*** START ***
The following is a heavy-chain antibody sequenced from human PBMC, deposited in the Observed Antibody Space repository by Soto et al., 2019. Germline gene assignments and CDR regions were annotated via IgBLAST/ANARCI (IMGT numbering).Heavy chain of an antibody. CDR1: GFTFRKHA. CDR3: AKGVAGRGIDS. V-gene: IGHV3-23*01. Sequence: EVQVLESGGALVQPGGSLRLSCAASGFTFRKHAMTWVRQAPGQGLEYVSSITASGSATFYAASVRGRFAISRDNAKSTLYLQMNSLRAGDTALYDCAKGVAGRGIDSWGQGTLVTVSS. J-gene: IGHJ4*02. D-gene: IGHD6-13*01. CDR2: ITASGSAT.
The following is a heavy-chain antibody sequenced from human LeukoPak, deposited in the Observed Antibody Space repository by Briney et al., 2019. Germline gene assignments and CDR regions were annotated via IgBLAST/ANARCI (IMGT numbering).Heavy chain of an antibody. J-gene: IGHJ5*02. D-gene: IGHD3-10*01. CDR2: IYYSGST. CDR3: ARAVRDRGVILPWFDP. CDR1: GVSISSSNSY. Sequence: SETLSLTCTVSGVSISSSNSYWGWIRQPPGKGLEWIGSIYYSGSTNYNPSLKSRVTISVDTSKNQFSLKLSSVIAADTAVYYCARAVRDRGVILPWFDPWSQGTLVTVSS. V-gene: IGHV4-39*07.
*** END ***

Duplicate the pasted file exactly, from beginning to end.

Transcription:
The following is a heavy-chain antibody sequenced from human PBMC, deposited in the Observed Antibody Space repository by Soto et al., 2019. Germline gene assignments and CDR regions were annotated via IgBLAST/ANARCI (IMGT numbering).Heavy chain of an antibody. CDR1: GFTFRKHA. CDR3: AKGVAGRGIDS. V-gene: IGHV3-23*01. Sequence: EVQVLESGGALVQPGGSLRLSCAASGFTFRKHAMTWVRQAPGQGLEYVSSITASGSATFYAASVRGRFAISRDNAKSTLYLQMNSLRAGDTALYDCAKGVAGRGIDSWGQGTLVTVSS. J-gene: IGHJ4*02. D-gene: IGHD6-13*01. CDR2: ITASGSAT.
The following is a heavy-chain antibody sequenced from human LeukoPak, deposited in the Observed Antibody Space repository by Briney et al., 2019. Germline gene assignments and CDR regions were annotated via IgBLAST/ANARCI (IMGT numbering).Heavy chain of an antibody. J-gene: IGHJ5*02. D-gene: IGHD3-10*01. CDR2: IYYSGST. CDR3: ARAVRDRGVILPWFDP. CDR1: GVSISSSNSY. Sequence: SETLSLTCTVSGVSISSSNSYWGWIRQPPGKGLEWIGSIYYSGSTNYNPSLKSRVTISVDTSKNQFSLKLSSVIAADTAVYYCARAVRDRGVILPWFDPWSQGTLVTVSS. V-gene: IGHV4-39*07.